The course is part of these learning paths
This course provides you with the foundational knowledge required to design an infrastructure and configuration management strategy. It starts by looking at hosting infrastructure — IaaS, PaaS, FaaS, and some modern native app options — before moving on to look at Infrastructure-as-Code. You’ll learn what Infrastructure-as-Code means and the tools and technologies that are used to deploy and manage it.
Next, you'll learn about some of the more common Infrastructure-as-Code tools and technologies: Terraform, Azure Resource Manager, Chef, Puppet, and more. You'll also learn about technical debt and how to deal with it in templates. The course then covers transient infrastructure and its role in the delivery lifecycle, before finishing off by looking at the mitigation of infrastructure state drift.
If you have any feedback relating to this course, please contact us at firstname.lastname@example.org.
- Understand the main compute options available to host your infrastructure
- Have a solid grasp of Infrastructure-as-Code (IaC) and its related tools and technologies
- Learn about technical debt and how to deal with it in templates
- Learn about transient infrastructure and how it can speed up projects and reduce costs
This course is intended for those preparing for Microsoft's AZ-400 exam, or anybody who wants to learn about designing an infrastructure and configuration management strategy in Azure.
To get the most from this course, you should have a basic understanding of Microsoft Azure and of DevOps concepts.
Hello and welcome to an intro to infrastructure as code. In this lesson we are going to take a look at what infrastructure as code means and what it offers.
So, what exactly is infrastructure as code? In a nutshell, infrastructure as code is the practice of deploying and managing infrastructure, such as networks, VM’s, and other resources in a descriptive model. This is done through the use of versioning, which is not unlike the versioning that DevOps teams use for source code.
In much the same way that a specific set of source code produces the same outcome within an application, whenever the source code is run in an infrastructure as code model, that code will produce the same environment every time it is applied. Because infrastructure as code mitigates environment drift in the release pipeline, it is a key DevOps practice that is typically used in conjunction with continuous delivery.
Infrastructure as code eliminates the need to manually maintain deployment environment settings, which, by the way, usually results in snowflake environments. Snowflake environments are individual environments that each require a unique configuration that is difficult or even impossible to be reproduced automatically. The inconsistencies that arise as a result of snowflake environments will often cause issues during deployments. These snowflake environments also create administration and maintenance headaches because each infrastructure requires manual processes that are not only difficult to track, but also result in errors. Infrastructure as code solves these problems.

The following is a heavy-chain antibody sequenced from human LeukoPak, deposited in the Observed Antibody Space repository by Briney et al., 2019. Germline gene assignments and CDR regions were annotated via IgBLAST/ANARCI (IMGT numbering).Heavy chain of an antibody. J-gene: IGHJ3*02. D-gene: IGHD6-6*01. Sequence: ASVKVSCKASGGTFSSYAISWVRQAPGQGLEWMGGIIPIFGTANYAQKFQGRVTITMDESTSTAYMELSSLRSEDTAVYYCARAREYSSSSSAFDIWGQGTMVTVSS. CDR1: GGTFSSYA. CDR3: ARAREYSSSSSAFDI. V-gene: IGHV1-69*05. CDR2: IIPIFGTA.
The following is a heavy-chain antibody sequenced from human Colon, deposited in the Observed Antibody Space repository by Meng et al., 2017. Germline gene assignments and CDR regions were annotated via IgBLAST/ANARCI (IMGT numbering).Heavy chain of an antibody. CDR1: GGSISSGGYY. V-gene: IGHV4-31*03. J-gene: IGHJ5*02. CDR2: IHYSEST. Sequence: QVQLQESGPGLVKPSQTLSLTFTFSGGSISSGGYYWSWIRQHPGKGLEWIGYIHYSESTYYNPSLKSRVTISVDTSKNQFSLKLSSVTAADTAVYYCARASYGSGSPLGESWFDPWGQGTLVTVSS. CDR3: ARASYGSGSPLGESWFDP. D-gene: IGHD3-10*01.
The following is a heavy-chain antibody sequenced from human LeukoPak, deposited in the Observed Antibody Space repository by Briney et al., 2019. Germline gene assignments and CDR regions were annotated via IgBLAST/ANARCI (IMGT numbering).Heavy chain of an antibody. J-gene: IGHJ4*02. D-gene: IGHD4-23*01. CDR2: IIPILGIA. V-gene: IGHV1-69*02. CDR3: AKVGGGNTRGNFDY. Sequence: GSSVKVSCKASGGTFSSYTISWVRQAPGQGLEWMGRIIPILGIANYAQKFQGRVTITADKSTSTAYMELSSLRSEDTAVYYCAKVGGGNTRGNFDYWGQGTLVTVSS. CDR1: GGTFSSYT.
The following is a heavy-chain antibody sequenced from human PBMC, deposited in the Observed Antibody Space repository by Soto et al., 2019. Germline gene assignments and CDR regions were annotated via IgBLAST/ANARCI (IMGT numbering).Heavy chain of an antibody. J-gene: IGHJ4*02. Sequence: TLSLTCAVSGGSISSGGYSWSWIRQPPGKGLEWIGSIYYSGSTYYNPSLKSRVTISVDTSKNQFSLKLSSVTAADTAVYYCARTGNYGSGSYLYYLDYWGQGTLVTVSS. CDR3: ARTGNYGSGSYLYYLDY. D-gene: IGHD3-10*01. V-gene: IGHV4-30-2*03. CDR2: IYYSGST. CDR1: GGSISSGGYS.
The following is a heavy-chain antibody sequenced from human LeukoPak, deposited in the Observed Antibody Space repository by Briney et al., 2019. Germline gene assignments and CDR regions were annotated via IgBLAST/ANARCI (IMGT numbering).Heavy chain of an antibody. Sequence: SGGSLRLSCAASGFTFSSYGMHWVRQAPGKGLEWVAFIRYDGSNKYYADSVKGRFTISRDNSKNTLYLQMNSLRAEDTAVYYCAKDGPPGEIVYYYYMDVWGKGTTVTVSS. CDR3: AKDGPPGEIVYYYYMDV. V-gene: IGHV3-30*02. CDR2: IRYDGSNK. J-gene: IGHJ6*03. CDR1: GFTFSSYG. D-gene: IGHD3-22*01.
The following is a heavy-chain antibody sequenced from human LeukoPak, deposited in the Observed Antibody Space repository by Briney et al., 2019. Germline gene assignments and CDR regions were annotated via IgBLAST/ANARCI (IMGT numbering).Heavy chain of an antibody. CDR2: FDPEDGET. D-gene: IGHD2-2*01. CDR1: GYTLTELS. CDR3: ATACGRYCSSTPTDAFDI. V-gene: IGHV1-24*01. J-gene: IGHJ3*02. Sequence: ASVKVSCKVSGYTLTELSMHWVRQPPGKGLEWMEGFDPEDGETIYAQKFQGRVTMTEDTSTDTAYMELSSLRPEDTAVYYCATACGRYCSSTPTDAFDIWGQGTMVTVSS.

A key principle of infrastructure as code is Idempotence, which refers to the concept that a specific deployment command will always set up the target environment in the same configuration, regardless of the starting state. In other words, Idempotence is the ability to run a specific process or command that produces the same exact result each time. You can achieve idempotency in a couple different ways. You can achieve it by automatically configuring an existing target or you can achieve it by discarding the existing target and creating a fresh environment to start from.
Idempotence is important when trying to create consistently configured environments. To achieve this, the DevOps team makes changes to the environment description and version of the configuration model. The configuration model typically exists in a JSON file. The configuration model is executed by the release pipeline, which in turn, configures the target environment. This means that if a change to the target environment is needed, the DevOps team actually makes the change to the source, which is then rerun to produce the changes on the target end.
DevOps teams will often use infrastructure as code early in the development cycle to produce environments that mirror production. These environments are then used to test applications.
Leveraging infrastructure as code rather than deploying environments manually allows teams to provision multiple test environments on an as-needed basis. Infrastructure as code also allows for rapid and scalable deployment delivery. Infrastructures that are deployed using infrastructure as code are easily repeatable and do not suffer from many of the runtime issues or configuration drift that manually deployed infrastructures suffer from.
The too long didn’t read version of infrastructure as code is pretty simple. It is used to deploy consistently configured infrastructure.
Tom is a 25+ year veteran of the IT industry, having worked in environments as large as 40k seats and as small as 50 seats. Throughout the course of a long an interesting career, he has built an in-depth skillset that spans numerous IT disciplines. Tom has designed and architected small, large, and global IT solutions.
In addition to the Cloud Platform and Infrastructure MCSE certification, Tom also carries several other Microsoft certifications. His ability to see things from a strategic perspective allows Tom to architect solutions that closely align with business needs.
In his spare time, Tom enjoys camping, fishing, and playing poker.